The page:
The law — authored by Democratic Rep. Ann Johnson and sponsored by Republican Sen. Bryan Hughes, the author of S.B. 8 — was seen as a “compromise” with Republicans who didn’t have the “appetite” to fully resolve the glaring problem. Defendants invoked the law during the two-day hearing, asking the plaintiffs if they were aware of its provisions.

But even under H.B. 3058, doctors must be indicted or sued to assert the “reasonable medical judgment” defense, and they would still face the same draconian penalties. Duane said the law was “wholly insufficient” to address the widespread suffering of patients across Texas.

“Under this bill, doctors who provide an abortion will still have to defend themselves in court to prove the abortion was necessary,” Duane said. “Imagine doing that in a state whose government has been zealously hostile towards abortion providers. Doctors can still be hauled into court where they face cripplingly high fines, life in prison, and loss of their medical license.”

H.B. 3085 also leaves out a litany of other pregnancy complications. On the stand, Dallas resident Ashley Brandt described how she and her husband were overjoyed to welcome twins last May. However, like Casiano, Brandt learned that one of her twins had developed anencephaly and would not survive birth. Despite the condition placing Brandt’s life and the life of the healthy twin at risk, doctors refused to terminate her pregnancy under Texas law. Spending thousands in savings, Brandt was forced to travel to Colorado for life-saving care. “If I could not go out of state, I would have had to give birth to a daughter with no skull or brain, I would have held her until she died,” Brandt said.

Dallas resident Ashley Brandt was forced to travel to Colorado for life-saving care.

Photo: Courtesy of Center for Reproductive Rights/Splash Cinema

Deflecting Blame

Confronted with the horror stories the women shared on the stand, state officials made clear that they believe they are absolved of any responsibility. The patients’ “alleged injuries” were not traceable to the actions of the defendants, they argued, but rather the result of the “independent actions” of individual medical providers. To reinforce this circular logic, state attorneys repeatedly asked each plaintiff if Paxton “directly” told them they could not get an abortion.

All of the women reiterated on the stand that they did not place blame on the physicians who denied them care, but on the politicians who crafted the dangerous laws that their doctors were compelled to abide by. “Given the nature of plaintiffs’ past experiences, it is understandable that they are seeking to place blame, but the blame directed at defendants is misplaced,” Assistant Attorney General Amy Pletscher responded.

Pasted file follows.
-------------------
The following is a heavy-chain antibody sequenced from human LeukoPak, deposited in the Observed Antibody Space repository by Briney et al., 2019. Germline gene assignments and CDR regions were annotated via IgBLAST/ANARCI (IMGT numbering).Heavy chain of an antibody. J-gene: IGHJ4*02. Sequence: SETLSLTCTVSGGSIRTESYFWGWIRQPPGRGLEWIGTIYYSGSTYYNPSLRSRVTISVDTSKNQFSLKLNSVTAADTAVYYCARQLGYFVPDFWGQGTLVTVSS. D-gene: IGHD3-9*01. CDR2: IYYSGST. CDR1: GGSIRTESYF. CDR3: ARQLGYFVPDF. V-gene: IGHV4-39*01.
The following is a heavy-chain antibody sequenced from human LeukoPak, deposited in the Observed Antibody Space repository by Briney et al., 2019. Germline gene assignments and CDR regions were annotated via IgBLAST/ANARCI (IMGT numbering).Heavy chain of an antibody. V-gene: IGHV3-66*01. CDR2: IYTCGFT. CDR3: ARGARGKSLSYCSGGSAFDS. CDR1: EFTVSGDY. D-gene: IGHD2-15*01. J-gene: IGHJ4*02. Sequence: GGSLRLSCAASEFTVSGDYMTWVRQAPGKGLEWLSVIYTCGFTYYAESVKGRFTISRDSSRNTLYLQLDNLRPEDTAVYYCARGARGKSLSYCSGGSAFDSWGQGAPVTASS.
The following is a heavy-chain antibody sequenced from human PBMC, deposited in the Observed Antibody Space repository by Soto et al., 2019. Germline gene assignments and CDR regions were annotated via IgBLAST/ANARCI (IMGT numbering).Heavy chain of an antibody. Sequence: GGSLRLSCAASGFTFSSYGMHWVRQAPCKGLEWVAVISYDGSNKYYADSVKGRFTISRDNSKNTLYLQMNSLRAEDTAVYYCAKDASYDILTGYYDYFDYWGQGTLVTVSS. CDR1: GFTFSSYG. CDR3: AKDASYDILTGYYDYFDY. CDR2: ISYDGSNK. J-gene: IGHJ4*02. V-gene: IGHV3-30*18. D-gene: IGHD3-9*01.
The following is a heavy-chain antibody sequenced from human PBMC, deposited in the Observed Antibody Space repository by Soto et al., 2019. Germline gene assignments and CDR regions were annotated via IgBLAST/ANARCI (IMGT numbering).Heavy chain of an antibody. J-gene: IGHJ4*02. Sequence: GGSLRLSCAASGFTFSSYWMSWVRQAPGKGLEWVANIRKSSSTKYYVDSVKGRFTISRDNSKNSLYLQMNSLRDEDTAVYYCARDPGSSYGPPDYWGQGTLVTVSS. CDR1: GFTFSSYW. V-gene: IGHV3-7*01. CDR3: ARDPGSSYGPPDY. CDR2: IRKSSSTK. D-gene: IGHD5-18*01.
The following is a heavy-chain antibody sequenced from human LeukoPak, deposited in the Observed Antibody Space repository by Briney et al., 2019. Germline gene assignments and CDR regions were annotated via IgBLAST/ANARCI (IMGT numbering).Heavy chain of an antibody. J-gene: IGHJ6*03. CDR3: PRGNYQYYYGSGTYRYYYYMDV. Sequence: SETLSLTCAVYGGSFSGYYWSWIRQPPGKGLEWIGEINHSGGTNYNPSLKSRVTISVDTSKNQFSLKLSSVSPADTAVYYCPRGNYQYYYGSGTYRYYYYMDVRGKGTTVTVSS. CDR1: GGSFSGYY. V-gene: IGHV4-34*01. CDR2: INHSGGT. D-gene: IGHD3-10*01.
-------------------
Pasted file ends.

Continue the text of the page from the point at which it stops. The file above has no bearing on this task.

The state’s sole witness, Dr. Ingrid Skop, initially repeated the idea that the onus rested with individual doctors and that the Texas abortion laws were clear. However, when reading Skop’s deposition out loud, plaintiffs’ attorneys revealed that she had been “begging” medical organizations like the Texas Medical Board to give “confused” doctors “guidance” on the law.

Either way, Skop is hardly an impartial expert. Part of the anti-abortion “research” organization Charlotte Lozier Institute as well as the American Association of Pro-Life Obstetricians and Gynecologists, the Texas doctor is also one of the plaintiffs behind the shadowy lawsuit seeking to revoke the Food and Drug Administration’s approval of the abortion-inducing drug mifepristone. The lawsuit’s claims are based in pseudoscience. Skop, who has been criticized for “spreading medical misinformation,” has also argued in favor of forcing rape and incest victims as young as 9 or 10 to carry pregnancies to term. “If she is developed enough to be menstruating and become pregnant and reach sexual maturity, she can safely give birth to a baby,” Skop told the House Oversight Committee in 2021.

Attorneys for the state, who aggressively questioned the plaintiffs’ experiences and often interrupted tearful testimony with objections, claimed the women and “abortionists” who filed suit had embarked on an “ideological crusade” and “media tour.” They even alluded to supposed financial incentives, pointing to Casiano, who started a GoFundMe page when she was unable to pay for her fetus’s funeral. “Plaintiffs simply do not like Texas’s restrictions on abortion,” an attorney for Texas said.